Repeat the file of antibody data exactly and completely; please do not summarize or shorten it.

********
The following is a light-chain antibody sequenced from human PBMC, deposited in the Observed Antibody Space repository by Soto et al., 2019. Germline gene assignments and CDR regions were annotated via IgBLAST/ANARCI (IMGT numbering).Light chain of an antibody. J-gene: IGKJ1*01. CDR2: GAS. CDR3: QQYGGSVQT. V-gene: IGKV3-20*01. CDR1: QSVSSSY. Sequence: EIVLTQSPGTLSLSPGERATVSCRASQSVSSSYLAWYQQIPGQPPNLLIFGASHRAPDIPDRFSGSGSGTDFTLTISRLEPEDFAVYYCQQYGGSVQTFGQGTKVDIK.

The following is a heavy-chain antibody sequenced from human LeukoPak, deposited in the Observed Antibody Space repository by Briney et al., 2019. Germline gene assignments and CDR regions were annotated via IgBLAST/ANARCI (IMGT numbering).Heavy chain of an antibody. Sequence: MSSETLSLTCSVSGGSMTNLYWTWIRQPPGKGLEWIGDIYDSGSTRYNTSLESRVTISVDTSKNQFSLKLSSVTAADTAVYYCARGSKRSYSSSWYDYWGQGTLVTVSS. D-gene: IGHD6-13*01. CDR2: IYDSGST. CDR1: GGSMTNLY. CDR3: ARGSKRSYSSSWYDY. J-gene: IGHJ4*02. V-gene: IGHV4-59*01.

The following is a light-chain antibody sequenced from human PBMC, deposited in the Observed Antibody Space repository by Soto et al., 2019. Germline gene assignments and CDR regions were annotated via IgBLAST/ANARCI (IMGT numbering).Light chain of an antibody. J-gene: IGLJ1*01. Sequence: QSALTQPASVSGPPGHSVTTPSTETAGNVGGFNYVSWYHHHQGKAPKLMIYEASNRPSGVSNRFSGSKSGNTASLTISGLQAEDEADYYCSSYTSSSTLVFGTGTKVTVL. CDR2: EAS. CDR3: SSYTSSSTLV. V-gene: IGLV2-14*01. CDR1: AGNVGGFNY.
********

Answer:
The following is a light-chain antibody sequenced from human PBMC, deposited in the Observed Antibody Space repository by Soto et al., 2019. Germline gene assignments and CDR regions were annotated via IgBLAST/ANARCI (IMGT numbering).Light chain of an antibody. J-gene: IGKJ1*01. CDR2: GAS. CDR3: QQYGGSVQT. V-gene: IGKV3-20*01. CDR1: QSVSSSY. Sequence: EIVLTQSPGTLSLSPGERATVSCRASQSVSSSYLAWYQQIPGQPPNLLIFGASHRAPDIPDRFSGSGSGTDFTLTISRLEPEDFAVYYCQQYGGSVQTFGQGTKVDIK.

The following is a heavy-chain antibody sequenced from human LeukoPak, deposited in the Observed Antibody Space repository by Briney et al., 2019. Germline gene assignments and CDR regions were annotated via IgBLAST/ANARCI (IMGT numbering).Heavy chain of an antibody. Sequence: MSSETLSLTCSVSGGSMTNLYWTWIRQPPGKGLEWIGDIYDSGSTRYNTSLESRVTISVDTSKNQFSLKLSSVTAADTAVYYCARGSKRSYSSSWYDYWGQGTLVTVSS. D-gene: IGHD6-13*01. CDR2: IYDSGST. CDR1: GGSMTNLY. CDR3: ARGSKRSYSSSWYDY. J-gene: IGHJ4*02. V-gene: IGHV4-59*01.

The following is a light-chain antibody sequenced from human PBMC, deposited in the Observed Antibody Space repository by Soto et al., 2019. Germline gene assignments and CDR regions were annotated via IgBLAST/ANARCI (IMGT numbering).Light chain of an antibody. J-gene: IGLJ1*01. Sequence: QSALTQPASVSGPPGHSVTTPSTETAGNVGGFNYVSWYHHHQGKAPKLMIYEASNRPSGVSNRFSGSKSGNTASLTISGLQAEDEADYYCSSYTSSSTLVFGTGTKVTVL. CDR2: EAS. CDR3: SSYTSSSTLV. V-gene: IGLV2-14*01. CDR1: AGNVGGFNY.